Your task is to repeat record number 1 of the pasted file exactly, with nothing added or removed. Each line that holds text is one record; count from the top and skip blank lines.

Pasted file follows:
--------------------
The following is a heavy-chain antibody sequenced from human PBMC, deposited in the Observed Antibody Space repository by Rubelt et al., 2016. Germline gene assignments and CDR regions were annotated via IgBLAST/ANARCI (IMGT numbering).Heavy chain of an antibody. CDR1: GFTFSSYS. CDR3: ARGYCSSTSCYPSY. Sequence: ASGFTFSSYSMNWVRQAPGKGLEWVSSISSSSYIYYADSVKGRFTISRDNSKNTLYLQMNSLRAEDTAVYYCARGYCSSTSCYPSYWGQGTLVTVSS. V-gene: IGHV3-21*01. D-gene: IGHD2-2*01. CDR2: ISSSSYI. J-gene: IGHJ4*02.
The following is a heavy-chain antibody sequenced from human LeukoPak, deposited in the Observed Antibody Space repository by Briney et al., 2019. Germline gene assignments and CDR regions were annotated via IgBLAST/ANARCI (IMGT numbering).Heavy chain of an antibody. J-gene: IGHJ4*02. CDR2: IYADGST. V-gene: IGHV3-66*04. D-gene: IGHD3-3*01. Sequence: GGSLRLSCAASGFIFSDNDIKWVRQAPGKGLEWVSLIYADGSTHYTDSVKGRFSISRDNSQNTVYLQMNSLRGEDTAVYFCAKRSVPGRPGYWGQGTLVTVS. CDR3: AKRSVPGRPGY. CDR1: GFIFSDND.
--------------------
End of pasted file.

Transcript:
The following is a heavy-chain antibody sequenced from human PBMC, deposited in the Observed Antibody Space repository by Rubelt et al., 2016. Germline gene assignments and CDR regions were annotated via IgBLAST/ANARCI (IMGT numbering).Heavy chain of an antibody. CDR1: GFTFSSYS. CDR3: ARGYCSSTSCYPSY. Sequence: ASGFTFSSYSMNWVRQAPGKGLEWVSSISSSSYIYYADSVKGRFTISRDNSKNTLYLQMNSLRAEDTAVYYCARGYCSSTSCYPSYWGQGTLVTVSS. V-gene: IGHV3-21*01. D-gene: IGHD2-2*01. CDR2: ISSSSYI. J-gene: IGHJ4*02.